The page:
Stop everything and read Amy Poehler's advice on failing up
Amy Poehler recently did a feature with Fast Company in which, basically every time she opened her mouth, something brilliant came out. Of course it did. This is AMY POEHLER we’re talking about. Have you read her memoir “Yes Please”? This lady cannot go two sentences without saying something that’s either hilarious or profound, or, a lot of times, both.
We so appreciated Amy Our Queen gracing us with her wisdom once more. She’s basically the smartest, funniest, kindest fairy godmother there ever was. Check out her amaze advice below and prepare to have your life changed for the better.
On failing on your own terms
“I’ve failed a million times on stage, just not getting laughs,” says Poehler. Over the course of her career, she adds, “I’ve listened to notes that I knew weren’t right. I’ve pitched ideas and let other people change them, knowing that it was the wrong choice. The question you have to ask yourself is: How do you want to fail? Do you want to fail in a way that feels like it respects your tastes and value system?”
On why it’s OK to just be uncomfortable
“It all goes back to improv. It’s all about flexibility, about not knowing what’s going to happen next. You have to listen and stay in the moment. You have to play with people who will support you. You have to get comfortable with being uncomfortable.”
On not knowing everything, but still respecting yourself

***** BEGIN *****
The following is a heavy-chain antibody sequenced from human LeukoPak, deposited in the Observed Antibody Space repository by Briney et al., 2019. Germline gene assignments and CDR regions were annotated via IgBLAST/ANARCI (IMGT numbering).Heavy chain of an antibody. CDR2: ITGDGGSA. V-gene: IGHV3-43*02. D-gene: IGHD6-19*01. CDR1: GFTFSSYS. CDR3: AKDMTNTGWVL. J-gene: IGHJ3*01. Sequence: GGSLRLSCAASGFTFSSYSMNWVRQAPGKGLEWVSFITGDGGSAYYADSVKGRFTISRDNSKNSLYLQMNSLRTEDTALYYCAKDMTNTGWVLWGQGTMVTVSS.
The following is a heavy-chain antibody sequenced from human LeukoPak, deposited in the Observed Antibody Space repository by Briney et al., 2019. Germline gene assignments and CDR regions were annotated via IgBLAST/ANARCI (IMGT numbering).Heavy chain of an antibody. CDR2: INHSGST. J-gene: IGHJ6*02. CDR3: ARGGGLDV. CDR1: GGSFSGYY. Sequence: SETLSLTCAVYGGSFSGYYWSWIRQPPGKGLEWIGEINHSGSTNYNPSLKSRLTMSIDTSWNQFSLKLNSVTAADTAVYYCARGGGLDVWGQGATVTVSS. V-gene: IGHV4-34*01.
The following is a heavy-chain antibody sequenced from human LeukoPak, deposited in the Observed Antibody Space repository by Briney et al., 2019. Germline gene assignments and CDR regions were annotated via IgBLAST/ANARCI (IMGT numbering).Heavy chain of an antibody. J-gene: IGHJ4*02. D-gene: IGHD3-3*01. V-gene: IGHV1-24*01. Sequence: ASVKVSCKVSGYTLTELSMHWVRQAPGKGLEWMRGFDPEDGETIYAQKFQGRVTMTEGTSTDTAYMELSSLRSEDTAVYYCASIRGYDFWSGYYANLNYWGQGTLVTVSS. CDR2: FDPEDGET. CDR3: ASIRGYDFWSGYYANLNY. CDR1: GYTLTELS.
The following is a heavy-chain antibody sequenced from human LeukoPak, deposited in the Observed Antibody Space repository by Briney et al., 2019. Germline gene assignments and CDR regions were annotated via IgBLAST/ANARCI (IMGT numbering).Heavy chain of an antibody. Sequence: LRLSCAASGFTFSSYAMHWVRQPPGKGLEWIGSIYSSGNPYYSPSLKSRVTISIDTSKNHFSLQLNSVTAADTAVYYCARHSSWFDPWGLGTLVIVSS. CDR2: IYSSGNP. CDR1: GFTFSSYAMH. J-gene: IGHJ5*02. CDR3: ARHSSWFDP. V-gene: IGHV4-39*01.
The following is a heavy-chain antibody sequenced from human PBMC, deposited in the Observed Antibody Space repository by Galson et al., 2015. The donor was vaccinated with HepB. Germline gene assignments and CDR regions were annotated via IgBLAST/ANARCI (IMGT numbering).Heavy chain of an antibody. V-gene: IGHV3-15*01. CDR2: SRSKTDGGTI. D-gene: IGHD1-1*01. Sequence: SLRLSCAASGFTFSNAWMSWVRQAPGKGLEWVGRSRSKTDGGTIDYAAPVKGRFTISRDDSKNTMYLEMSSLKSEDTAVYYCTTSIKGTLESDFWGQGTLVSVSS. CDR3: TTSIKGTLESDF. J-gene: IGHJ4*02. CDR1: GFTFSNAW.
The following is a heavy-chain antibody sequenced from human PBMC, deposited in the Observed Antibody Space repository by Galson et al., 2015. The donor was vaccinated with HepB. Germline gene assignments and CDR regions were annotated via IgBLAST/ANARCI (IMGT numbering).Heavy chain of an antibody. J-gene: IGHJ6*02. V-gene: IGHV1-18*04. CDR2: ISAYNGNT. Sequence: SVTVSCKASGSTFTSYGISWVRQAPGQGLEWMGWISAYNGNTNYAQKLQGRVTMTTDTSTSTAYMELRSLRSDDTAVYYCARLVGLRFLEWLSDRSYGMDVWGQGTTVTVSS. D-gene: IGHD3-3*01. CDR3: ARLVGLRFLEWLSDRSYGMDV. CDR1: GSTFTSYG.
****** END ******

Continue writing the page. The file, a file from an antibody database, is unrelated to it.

“It’s a struggle for me to remain open. To not shut down because I’m defensive or scared or maybe my ego is getting in the way. And the other side of that is just believing that I belong where I am and deserve to take up space. I fight constantly between those two things, between not apologizing for what I want and staying vulnerable and creatively supple and not thinking I know better than everyone else.”
And finally, on her current social experiment . . .
“I often look to men to model behavior. Not because I want to squelch what’s feminine about me, but because sometimes I want a little more action, a little less feeling in my interactions. I’ve been doing this thing lately where I try to talk slower at meetings. I take a lot of meetings with women and we all talk really fast. But every guy talks so much slower. Maybe there’s a scientist who could tell me why, but I think men are just a little bit more comfortable taking up conversational real estate. So I’ve been seeing how slow I can tolerate talking. I’m doing it now. Let me tell you, it’s really hard for me.”
Thank you for your intelligence, your honesty, and your generosity, Amy. We count our lucky stars every day that we get to share this world with you.